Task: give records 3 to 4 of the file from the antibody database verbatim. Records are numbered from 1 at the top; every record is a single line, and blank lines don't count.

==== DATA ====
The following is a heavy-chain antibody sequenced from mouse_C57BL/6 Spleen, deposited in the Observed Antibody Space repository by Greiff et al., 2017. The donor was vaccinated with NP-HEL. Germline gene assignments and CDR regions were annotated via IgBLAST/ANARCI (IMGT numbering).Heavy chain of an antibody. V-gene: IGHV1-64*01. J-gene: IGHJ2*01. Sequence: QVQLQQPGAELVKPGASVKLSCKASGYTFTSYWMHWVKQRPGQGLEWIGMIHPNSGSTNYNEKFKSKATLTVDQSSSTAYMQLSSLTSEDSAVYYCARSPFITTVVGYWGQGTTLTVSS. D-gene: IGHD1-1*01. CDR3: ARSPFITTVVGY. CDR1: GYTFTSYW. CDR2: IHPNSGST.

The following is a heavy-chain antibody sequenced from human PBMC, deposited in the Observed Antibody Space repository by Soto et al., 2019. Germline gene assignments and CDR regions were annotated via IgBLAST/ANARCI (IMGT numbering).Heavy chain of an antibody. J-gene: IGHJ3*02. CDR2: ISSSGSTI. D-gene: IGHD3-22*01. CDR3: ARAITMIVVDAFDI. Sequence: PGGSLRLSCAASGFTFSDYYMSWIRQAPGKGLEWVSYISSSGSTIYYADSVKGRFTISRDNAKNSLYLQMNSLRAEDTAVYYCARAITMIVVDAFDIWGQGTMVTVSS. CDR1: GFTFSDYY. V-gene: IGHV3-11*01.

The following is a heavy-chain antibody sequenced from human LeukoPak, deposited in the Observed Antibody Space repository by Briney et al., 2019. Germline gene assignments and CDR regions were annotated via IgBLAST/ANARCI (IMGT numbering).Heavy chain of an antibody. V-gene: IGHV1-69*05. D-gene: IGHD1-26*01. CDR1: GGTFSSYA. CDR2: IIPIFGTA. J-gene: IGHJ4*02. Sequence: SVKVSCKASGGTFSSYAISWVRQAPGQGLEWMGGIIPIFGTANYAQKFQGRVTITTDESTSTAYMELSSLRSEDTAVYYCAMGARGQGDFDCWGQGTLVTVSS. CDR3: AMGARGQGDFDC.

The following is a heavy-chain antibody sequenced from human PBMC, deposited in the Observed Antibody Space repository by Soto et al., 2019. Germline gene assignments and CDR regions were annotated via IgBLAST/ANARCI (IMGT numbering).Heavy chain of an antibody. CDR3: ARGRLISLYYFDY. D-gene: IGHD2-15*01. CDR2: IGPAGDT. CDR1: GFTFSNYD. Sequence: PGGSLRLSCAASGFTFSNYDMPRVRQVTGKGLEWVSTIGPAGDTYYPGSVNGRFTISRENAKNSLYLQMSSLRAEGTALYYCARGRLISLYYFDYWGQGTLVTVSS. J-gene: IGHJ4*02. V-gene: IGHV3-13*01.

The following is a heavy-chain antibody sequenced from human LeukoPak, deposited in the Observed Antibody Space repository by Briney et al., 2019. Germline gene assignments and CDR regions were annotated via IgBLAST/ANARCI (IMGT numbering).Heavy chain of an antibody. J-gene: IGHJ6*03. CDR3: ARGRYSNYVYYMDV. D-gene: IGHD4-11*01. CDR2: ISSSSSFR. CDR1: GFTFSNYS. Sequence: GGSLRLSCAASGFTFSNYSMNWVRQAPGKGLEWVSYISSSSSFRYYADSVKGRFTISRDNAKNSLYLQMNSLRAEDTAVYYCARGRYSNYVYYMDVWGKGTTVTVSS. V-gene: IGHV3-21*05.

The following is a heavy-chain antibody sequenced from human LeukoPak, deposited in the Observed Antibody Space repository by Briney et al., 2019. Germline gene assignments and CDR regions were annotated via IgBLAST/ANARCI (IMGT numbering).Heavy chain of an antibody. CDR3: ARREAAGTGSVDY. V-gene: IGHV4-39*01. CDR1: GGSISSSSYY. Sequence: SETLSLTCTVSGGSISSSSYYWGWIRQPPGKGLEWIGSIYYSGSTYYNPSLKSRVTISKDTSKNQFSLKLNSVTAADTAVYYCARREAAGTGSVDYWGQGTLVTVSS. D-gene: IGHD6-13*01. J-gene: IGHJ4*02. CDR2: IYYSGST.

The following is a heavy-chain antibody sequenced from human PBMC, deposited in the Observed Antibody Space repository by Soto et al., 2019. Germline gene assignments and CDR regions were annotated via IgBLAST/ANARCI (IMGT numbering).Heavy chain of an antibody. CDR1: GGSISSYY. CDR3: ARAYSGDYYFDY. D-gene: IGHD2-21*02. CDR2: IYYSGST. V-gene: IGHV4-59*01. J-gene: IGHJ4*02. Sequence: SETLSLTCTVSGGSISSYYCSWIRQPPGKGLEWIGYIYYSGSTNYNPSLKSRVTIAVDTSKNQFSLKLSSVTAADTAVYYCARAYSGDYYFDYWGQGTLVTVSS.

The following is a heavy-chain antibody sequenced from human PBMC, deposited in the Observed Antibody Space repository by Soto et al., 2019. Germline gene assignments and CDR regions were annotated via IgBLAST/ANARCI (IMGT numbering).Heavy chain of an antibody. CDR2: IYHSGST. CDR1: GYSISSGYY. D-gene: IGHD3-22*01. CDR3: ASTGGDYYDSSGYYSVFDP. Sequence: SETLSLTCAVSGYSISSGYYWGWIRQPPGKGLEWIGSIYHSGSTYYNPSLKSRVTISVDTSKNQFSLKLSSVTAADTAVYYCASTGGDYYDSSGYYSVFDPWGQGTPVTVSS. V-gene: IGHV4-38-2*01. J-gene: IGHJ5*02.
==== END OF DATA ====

The following is a heavy-chain antibody sequenced from human LeukoPak, deposited in the Observed Antibody Space repository by Briney et al., 2019. Germline gene assignments and CDR regions were annotated via IgBLAST/ANARCI (IMGT numbering).Heavy chain of an antibody. V-gene: IGHV1-69*05. D-gene: IGHD1-26*01. CDR1: GGTFSSYA. CDR2: IIPIFGTA. J-gene: IGHJ4*02. Sequence: SVKVSCKASGGTFSSYAISWVRQAPGQGLEWMGGIIPIFGTANYAQKFQGRVTITTDESTSTAYMELSSLRSEDTAVYYCAMGARGQGDFDCWGQGTLVTVSS. CDR3: AMGARGQGDFDC.

The following is a heavy-chain antibody sequenced from human PBMC, deposited in the Observed Antibody Space repository by Soto et al., 2019. Germline gene assignments and CDR regions were annotated via IgBLAST/ANARCI (IMGT numbering).Heavy chain of an antibody. CDR3: ARGRLISLYYFDY. D-gene: IGHD2-15*01. CDR2: IGPAGDT. CDR1: GFTFSNYD. Sequence: PGGSLRLSCAASGFTFSNYDMPRVRQVTGKGLEWVSTIGPAGDTYYPGSVNGRFTISRENAKNSLYLQMSSLRAEGTALYYCARGRLISLYYFDYWGQGTLVTVSS. J-gene: IGHJ4*02. V-gene: IGHV3-13*01.